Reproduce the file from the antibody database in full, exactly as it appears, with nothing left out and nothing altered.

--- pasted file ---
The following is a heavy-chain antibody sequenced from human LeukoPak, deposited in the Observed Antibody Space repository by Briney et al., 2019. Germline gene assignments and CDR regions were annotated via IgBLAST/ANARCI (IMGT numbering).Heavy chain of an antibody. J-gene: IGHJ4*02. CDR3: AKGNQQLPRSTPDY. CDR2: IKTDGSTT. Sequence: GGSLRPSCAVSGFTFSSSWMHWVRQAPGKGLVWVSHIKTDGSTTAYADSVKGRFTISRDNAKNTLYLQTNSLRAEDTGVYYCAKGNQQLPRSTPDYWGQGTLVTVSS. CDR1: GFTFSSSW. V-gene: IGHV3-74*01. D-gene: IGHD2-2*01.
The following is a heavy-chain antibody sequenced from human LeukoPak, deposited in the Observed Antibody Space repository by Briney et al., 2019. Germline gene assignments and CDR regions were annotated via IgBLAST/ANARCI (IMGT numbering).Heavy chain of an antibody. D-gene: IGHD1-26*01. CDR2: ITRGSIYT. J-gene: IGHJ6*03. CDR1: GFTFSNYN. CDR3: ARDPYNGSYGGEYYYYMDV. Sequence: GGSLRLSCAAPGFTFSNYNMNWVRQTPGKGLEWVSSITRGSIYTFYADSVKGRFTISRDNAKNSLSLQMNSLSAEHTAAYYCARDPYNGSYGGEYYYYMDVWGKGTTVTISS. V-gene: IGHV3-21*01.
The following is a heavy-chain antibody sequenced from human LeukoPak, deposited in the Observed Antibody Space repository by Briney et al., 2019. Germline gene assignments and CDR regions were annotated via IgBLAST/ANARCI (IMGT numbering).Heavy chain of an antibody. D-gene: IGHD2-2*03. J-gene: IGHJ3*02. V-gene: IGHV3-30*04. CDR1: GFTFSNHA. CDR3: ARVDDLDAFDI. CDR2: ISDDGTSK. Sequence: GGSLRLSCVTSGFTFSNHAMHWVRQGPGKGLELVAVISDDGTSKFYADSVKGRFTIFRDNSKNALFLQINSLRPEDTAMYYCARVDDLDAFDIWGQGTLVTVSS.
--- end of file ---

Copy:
The following is a heavy-chain antibody sequenced from human LeukoPak, deposited in the Observed Antibody Space repository by Briney et al., 2019. Germline gene assignments and CDR regions were annotated via IgBLAST/ANARCI (IMGT numbering).Heavy chain of an antibody. J-gene: IGHJ4*02. CDR3: AKGNQQLPRSTPDY. CDR2: IKTDGSTT. Sequence: GGSLRPSCAVSGFTFSSSWMHWVRQAPGKGLVWVSHIKTDGSTTAYADSVKGRFTISRDNAKNTLYLQTNSLRAEDTGVYYCAKGNQQLPRSTPDYWGQGTLVTVSS. CDR1: GFTFSSSW. V-gene: IGHV3-74*01. D-gene: IGHD2-2*01.
The following is a heavy-chain antibody sequenced from human LeukoPak, deposited in the Observed Antibody Space repository by Briney et al., 2019. Germline gene assignments and CDR regions were annotated via IgBLAST/ANARCI (IMGT numbering).Heavy chain of an antibody. D-gene: IGHD1-26*01. CDR2: ITRGSIYT. J-gene: IGHJ6*03. CDR1: GFTFSNYN. CDR3: ARDPYNGSYGGEYYYYMDV. Sequence: GGSLRLSCAAPGFTFSNYNMNWVRQTPGKGLEWVSSITRGSIYTFYADSVKGRFTISRDNAKNSLSLQMNSLSAEHTAAYYCARDPYNGSYGGEYYYYMDVWGKGTTVTISS. V-gene: IGHV3-21*01.
The following is a heavy-chain antibody sequenced from human LeukoPak, deposited in the Observed Antibody Space repository by Briney et al., 2019. Germline gene assignments and CDR regions were annotated via IgBLAST/ANARCI (IMGT numbering).Heavy chain of an antibody. D-gene: IGHD2-2*03. J-gene: IGHJ3*02. V-gene: IGHV3-30*04. CDR1: GFTFSNHA. CDR3: ARVDDLDAFDI. CDR2: ISDDGTSK. Sequence: GGSLRLSCVTSGFTFSNHAMHWVRQGPGKGLELVAVISDDGTSKFYADSVKGRFTIFRDNSKNALFLQINSLRPEDTAMYYCARVDDLDAFDIWGQGTLVTVSS.